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Unit information: Roman Law in 2018/19

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Unit name Roman Law
Unit code LAWD20046
Credit points 20
Level of study I/5
Teaching block(s) Teaching Block 4 (weeks 1-24)
Unit director Professor. Julian Rivers
Open unit status Not open
Pre-requisites

None

Co-requisites

None

School/department University of Bristol Law School
Faculty Faculty of Social Sciences and Law

Description

Roman Law is arguably the most significant aspect of the classical world’s influence on Western civilisation. To a greater or lesser extent it has affected every modern legal system and it still provides a globally-recognised set of ideas. This unit aims to introduce students to the basic elements of Roman Law as set out in the Institutes of Gaius and Justinian. It seeks to do so in a way which combines (1) the analytical reconstruction of Roman Law’s conceptual system with (2) the recognition of change and development over the course of Roman Law’s long history, and (3) the role of law in the varied economic and social contexts of the many places it touched.

In particular this unit covers the history and sources of Roman Law; the law of persons: status, citizenship and slavery, marriage, family and children; the law of things: interests in property, the acquisition and loss of proprietory interests, and the law of death and inheritance; the law of obligations: contract and delict; the law of actions: litigation and the legal system; and Roman Law in the modern world.

No prior knowledge of Latin is required. Students will not be asked to translate original texts or comment on sections of original material. However, they should expect to become familiar with Latin basic technical terms and be able to explain their meaning (see Learning Outcome (1) below).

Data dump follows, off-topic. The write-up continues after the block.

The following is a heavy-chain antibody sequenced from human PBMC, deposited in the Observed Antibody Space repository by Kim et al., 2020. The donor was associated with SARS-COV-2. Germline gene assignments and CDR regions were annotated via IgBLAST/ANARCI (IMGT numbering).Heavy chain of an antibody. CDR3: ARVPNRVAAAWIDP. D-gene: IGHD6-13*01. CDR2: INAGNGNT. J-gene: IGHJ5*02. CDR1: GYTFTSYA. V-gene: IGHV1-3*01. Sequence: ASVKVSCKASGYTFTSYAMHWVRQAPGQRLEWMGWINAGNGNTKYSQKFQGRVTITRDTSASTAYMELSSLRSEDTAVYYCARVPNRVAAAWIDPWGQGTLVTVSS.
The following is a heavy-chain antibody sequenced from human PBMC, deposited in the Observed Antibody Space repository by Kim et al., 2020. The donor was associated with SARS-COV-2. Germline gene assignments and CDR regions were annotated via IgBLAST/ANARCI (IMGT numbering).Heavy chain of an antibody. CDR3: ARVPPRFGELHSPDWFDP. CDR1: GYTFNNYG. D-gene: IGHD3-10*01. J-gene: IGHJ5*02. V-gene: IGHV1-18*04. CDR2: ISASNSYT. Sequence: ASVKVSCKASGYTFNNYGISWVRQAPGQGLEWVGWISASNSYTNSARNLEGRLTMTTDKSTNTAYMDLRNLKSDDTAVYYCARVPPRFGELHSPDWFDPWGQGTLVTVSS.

Intended learning outcomes

By studying this unit, students will be able to:

• Explain and illustrate the main concepts of Roman Law;
• Identify and use effectively the main historical sources of Roman Law;
• Show how Roman Law developed from its earliest origins to the definitive restatement in Justinian’s corpus iuris civilis;
• Give examples of the operation of Roman Law in practice;
• Explain the modification of Roman Law principles in different economic and social contexts;
• Trace the influence of Roman Law on European legal systems to the present day;
• Engage critically with the role of Roman Law in sustaining ancient and modern legal cultures.

Teaching details

Lectures: 10 hrs, Seminars, 16 hrs

also 5 hours of lectures in the Foundations of Legal Research programme

Assessment Details

1 formative assessment: 1 x 1,000 word coursework. Formative assessments do not count towards final mark and can be optional.

2 summative assessments: 2 x 2,000 word coursework. Summative assessments do count towards final mark.

The assessments will assess all of the intended learning outcomes for this unit.

Reading and References

The Institutes of Gaius, tr. W.M. Gordon and O.F. Robinson (Duckworth, 1988)
Paul Du Plessis, Borkowski’s Textbook on Roman Law, 5th edn. (Oxford University Press, 2015)
Barry Nicholas, An Introduction to Roman Law (Clarendon Press, 1976)
David Johnston (ed.), The Cambridge Companion to Roman Law (Cambridge University Press, 2015)
Paul Du Plessis, Clifford Ando and Kaius Tuori, The Oxford Handbook of Roman Law (Oxford University Press, 2016)

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